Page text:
Q&A: What is an occupational hygienist’s role in workplace safety?
Occupational Hygiene CRBOH editor pick Person of Interest
ROHs, ROHTs anticipate, evaluate and control hazards
Occupational hygiene is the discipline of anticipating, recognizing, evaluating and controlling health hazards in the working environment with the objective of protecting worker health and well-being and safeguarding the community at large.
This is according to the Canadian Registration Board of Occupational Hygienists (CRBOH), a national, not-for-profit organization which sets standards of professional competence for occupational hygienists and occupational hygiene technologists.
Sarah McCurdy is the president of CRBOH.
Responses have been edited for length.
OHS Canada: What is the board mandate through 2021 and beyond?
Sarah McCurdy: Our mandate is to:
- advance the professional practice of occupational hygiene by defining the minimum levels of processional and technical competence in the practice of occupational hygiene
- register members demonstrating such competence, which is determined through our examination process
- further the practice and foster the procession of occupational hygiene in Canada and internationally.
OHS: What unique perspective to you bring to the CRBOH?
SM: I do not think there is a single path to take in order to get into the world of occupational hygiene. Like many others, when I initially went to post-secondary, occupational hygiene was not on the forefront of what I was intending to do with my career.
Completing the environmental technology program at Fanshawe College in London, Ont., was my introduction to occupational hygiene. The program was chemistry- focused with air quality courses as well as an occupational hygiene course.
When I started my first job after graduating from the program, I was fortunate enough to be hired on with an occupational hygiene consulting firm in Calgary.
This is where I learned my passion for occupational hygiene and how I could make a difference in people’s health in the workplace.
I am currently one of our 65 Registered Occupational Hygiene Technologists (ROHT®) throughout the entire CRBOH membership.
ROHTs are our minority designation, as we have 258 full-time and partially retired Registered Occupational Hygienists (ROHs®). The board holds two positions for ROHT representation, one covering the East (Ontario and east) and one covering the West (Manitoba and west).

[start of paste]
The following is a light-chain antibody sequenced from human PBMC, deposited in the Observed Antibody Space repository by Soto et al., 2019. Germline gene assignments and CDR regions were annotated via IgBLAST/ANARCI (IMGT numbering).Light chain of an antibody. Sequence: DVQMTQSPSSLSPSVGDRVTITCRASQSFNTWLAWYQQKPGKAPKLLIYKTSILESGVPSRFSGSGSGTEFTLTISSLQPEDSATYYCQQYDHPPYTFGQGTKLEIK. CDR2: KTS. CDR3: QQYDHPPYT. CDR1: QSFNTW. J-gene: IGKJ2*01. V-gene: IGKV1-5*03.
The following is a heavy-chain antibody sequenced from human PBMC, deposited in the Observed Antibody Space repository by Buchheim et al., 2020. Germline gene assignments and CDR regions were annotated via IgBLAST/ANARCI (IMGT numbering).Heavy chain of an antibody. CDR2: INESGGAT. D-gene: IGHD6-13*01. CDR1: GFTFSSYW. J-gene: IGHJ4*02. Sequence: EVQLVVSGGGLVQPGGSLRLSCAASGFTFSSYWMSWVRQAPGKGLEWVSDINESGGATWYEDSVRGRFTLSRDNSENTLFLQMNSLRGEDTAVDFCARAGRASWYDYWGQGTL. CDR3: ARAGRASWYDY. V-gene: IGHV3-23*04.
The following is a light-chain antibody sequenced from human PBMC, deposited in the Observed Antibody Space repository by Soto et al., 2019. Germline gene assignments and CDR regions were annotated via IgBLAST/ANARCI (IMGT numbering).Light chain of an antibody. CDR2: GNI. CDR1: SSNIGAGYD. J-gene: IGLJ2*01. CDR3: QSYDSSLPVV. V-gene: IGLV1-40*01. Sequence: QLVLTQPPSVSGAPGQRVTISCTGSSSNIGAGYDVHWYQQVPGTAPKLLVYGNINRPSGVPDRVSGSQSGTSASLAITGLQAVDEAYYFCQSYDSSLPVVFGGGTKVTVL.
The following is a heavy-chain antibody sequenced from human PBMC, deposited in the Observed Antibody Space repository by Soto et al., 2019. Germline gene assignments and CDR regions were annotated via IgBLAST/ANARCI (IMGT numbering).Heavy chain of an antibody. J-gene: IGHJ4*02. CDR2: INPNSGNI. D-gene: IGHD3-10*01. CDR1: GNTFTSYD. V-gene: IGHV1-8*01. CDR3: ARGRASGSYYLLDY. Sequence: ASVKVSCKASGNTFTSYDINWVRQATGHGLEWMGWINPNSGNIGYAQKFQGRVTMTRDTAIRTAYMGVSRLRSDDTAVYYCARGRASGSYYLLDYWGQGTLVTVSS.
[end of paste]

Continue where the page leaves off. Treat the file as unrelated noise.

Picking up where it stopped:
Being in the minority designation — starting as a technologist with determination of obtaining my ROH in the future — I bring a unique perspective through my previous experience.
And this one may still be out for debate; however, I think that being a millennial brings a unique perspective to the CRBOH board, too.
I wanted to see a change in how we promoted occupational hygiene, how we conducted our business, and bring some of our technology up to date.
I have enjoy being involved in discussions around the future of our profession, wanting to promote occupational hygiene to younger generations, and see the CRBOH succeed as an organization.
OHS: What role does the CRBOH serve in workplace health and safety?
SM: The CRBOH sets the minimum standards of what it takes to be a ROH or ROHT.
Through our rigorous process, which is internationally recognized by the International Occupational Hygiene Association (IOHA), this is the highest level of professional designation for occupational hygienists in Canada.
ROHs or ROHTs serve an important role in workplace health and safety by anticipating, recognizing, evaluating and controlling health hazards in the working environment with the objective of protecting worker health and well-being, and safeguarding the community at large.
OHS: What do you believe is the most pressing issue affecting occupational hygiene today?
SM: Like many professions, we have an aging membership, therefore we do foresee a portion of our members retiring in the next five to 10 years.
Since our membership is so small to begin with, we have a tough road ahead of us to promote the professional of occupational hygiene in Canada.
As most people in the health and safety world know, there is a movement towards having title protection and scope of practice protection put into our health and safety legislation.
Having our professions be legally recognized may help with our membership as more people learn about the role of the occupational hygienist.
As other organizations further progress the legislative initiative and changes, I can only hope that there will be more educational opportunities in Canada for occupational hygiene technologists and occupational hygienists to be able to pursue.